24 March 2022

By Kalli Spencer 

Following a radical prostatectomy one of the potentials complications is a slight shortening of the length of the penis. This is because where the prostate is taken out a gap remains. The surgeon has to close the gap by reconnecting the urethral stump, which runs through the penis, to the bladder. Pulling the urethra internally towards the pelvis, pulls on the penis as well, potentially resulting in a relative shortening of the penis. Toussi et al and team at the Mayo Clinic in the United States have conducted a trial investigating the value of a penile traction device to assist patients with penile lengthening after surgery1.

History of penile traction devices

Penile traction therapy is not a new concept and several devices have been on the market for many years. The limitation of their use is the long duration of application from 2-9 hours per day to be effective. Due to discomfort, treatment compliance may be hindered resulting in poor outcomes.

The RestoreX device

This a new device which has an improved clamp mechanism, alteration in force delivered and ability to dynamically increase traction. Due to the new design patients only have to wear the device for 30 mins per day.

Fig 1: demonstrating key differentiators of RestoreX from other traction devices.2

Trial design

Eighty two men were enrolled in the clinical trial. It was randomized control trial so some received no penile traction therapy (PTT), some received PTT for 30 minutes per day for five days a week and the remainder 30 minutes twice per day for 7 days a week. Treatment was started one month after surgery and continued for up to five months.


At 5 months the treatment group had on average 1.6cm increase in length as opposed to the controls at 0.3cm. In terms of patient satisfaction there was a 56% satisfaction rate in treatment versus 13% percent in the control group.

An additional beneficial outcome was noted. Erectile function was preserved or improved at greater rates among men treated with PTT versus the controls. There was also significant improvement in intercourse satisfaction and sexual encounter profile scores. There were no changes noted in the orgasmic and sexual desire scores. A lower medication requirement (Viagra, Cialis) was observed as well as the need for self-injections (intracavernosal) for erectile dysfunction. “A total of 93% indicated that they would recommend it to a friend, and 87% noted that they would utilize PTT post prostatectomy if they could redo therapy; 84% of treated men also reported that treatment resulted in a meaningful improvement overall.”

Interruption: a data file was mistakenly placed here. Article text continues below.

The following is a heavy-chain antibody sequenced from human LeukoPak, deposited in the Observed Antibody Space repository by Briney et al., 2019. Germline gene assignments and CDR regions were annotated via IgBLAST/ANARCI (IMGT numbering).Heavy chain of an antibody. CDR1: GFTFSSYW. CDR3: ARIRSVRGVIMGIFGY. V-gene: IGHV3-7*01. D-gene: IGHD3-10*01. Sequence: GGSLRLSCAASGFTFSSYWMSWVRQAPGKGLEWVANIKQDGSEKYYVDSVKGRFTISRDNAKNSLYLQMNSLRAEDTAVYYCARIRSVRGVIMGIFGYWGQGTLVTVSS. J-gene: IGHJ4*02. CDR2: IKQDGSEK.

Adverse effects

Mild redness, discomfort and altered sensation were the only reported adverse effects from the device, resolving quickly when device usage was stopped making it very tolerable overall.

Limitations to study

Self-reported study limitations include that the study is conducted by the device designer, there is limited long term follow up, the average age of the participants is 60 years and the effectiveness in older age groups is unknown. External validation is required.


This is the first study that has demonstrated the improvement of erectile function with a device alone without requiring on demand medication. RestoreX has shown success in improving penile length in other diseases such as Peyronie’s disease. The results from this trial are promising and may inform the regular use of penile traction therapy as a recognised treatment option following a radical prostatectomy in the near future.


1. Toussi A, Ziegelmann M, Yang D et al. Efficacy of a novel penile traction device in improving penile length and erection function post prostatectomy: Results from a single center randomized, Controlled trial. Journal of Urology 2021.
2. www.sciencedirect.com/science/article/pii/S1743609520309395#fig1

About the Author

Kalli Spencer

Kalli Spencer
MBBCh, FC Urol (SA), MMed (Urol), Dip.Couns (AIPC)

Kalli is an internationally renowned Urological Surgeon, specialising in oncology and robotic surgery. He trained and worked in South Africa, before relocating to Australia where he has worked at Macquarie University Hospital and Westmead Hospital. His passion for what he does extends beyond the operating room, through public health advocacy, education and community awareness of men’s health, cancer and sexuality.

Kalli has been involved with the Prostate Cancer Foundation of Australia for many years, advocating for improved cancer care and facilitating community prostate cancer support groups.